Social environment


Experience of class


Experience of racism


Experience of gender


Cultural assimilation


/isolation


Population histories


DISEASE

& INJURY


Infectious disease

Chronic disease

Injury (intentional


& unintentional)


MORTALITY



Infant mortality

Life
expectancy




SOCIAL

INEQUALITIES

Class

Race/ethnicity

Gender

Immigration

Status
s


GENETICS

Social Factors

Health Status

UPSTREAM

DOWNSTREAM

iNDIVIDUAL

HEALTH

KNOWLEDGE

FRAMEWORK FOR UNDERSTANDING HEALTH INEQUITIES

BAY AREA REGIONAL HEALTH INEQUITIES INITIATIVE


HEALTH
EDUCATION

HEALTHCARE

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DO WE KNOW HOW MUCH EACH OF THE MAJOR
DETERMINANTS CONTRIBUTES TO HEALTH?

a.
Historical perspective

b.
Literature review

c.

Analysis of ability to predict health
outcomes

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HISTORICAL PERSPECTIVE


1930
-
1950: Sanitary revolution and
improvements in
environmental health


1950
-
1970: Increasing role of
health care


1970
-
1990: Contribution of
health behaviors

(smoking/diet/exercise) increases


1990
-
present
: Social and economic
determinants

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REVIEW OF THE LITERATURE

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REVIEW OF THE LITERATURE


The oft cited McGinnis et al (2002) paper states:
"...using the best available estimates, the impacts of
various domains on early deaths in the US distribute
roughly as follows:


genetic predispositions, about 30%;


social circumstances, 15%;


environmental exposures, 5%;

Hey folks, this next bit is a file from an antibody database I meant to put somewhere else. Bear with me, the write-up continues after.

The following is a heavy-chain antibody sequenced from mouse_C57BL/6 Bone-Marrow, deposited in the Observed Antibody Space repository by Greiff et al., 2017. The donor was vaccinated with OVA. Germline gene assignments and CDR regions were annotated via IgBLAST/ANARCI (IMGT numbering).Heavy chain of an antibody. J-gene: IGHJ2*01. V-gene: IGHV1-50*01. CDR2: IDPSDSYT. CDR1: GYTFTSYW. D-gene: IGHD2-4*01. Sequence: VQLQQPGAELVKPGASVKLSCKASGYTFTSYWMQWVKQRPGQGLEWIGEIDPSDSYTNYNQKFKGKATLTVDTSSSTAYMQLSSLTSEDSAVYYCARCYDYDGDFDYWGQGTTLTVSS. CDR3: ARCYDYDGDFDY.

behavioral patterns, 40%; and


shortfalls in medical care, 10%.”


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ANALYTIC APPROACH

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SPEAKING TO OUR PARTNERS


Avoid jargon

such as social determinants


Connect with messages they believe in


One fact

not dozens


Offer solutions


Incorporate the role of personal
responsibility


Mix
conservative & progressive
values


Focus on improving health for all

(From
A New Way to Talk About the Social Determinants of Hea
lth, Robert Wood Johnson
Foundation,
2010)

http://www.rwjf.org/vulnerablepopulations/product.jsp?id=66428



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WORK TOGETHER

Tobacco use

HEALTH BEHAVIORS

Diet & exercise

Alcohol use

Sexual activity

CLINICAL CARE

Access to care

Quality of care

SOCIAL & ECONOMIC
FACTORS

Education

Employment

Income

Family & social support

Community safety

PHYSICAL
ENVIRONMENT

Environmental quality

Built environment


Addiction specialists


Educators


Advocacy groups


Policymakers


Faith leaders


Wellness coordinators


Bar owners/tenders


Healthcare providers


Community members


Healthcare providers


Ombudsmen


Community members


Advocacy groups


Business owners


Educators


Advocacy groups


Policymakers


United Way


Law enforcement


Labor unions


Neighborhood
organizations


Economic development


Community members


Planning/zoning


Transportation


Community members


Foresters

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ASSESS AND FOCUS


Look at data from ALL determinant areas


Disaggregate data by race, ethnicity, income, education,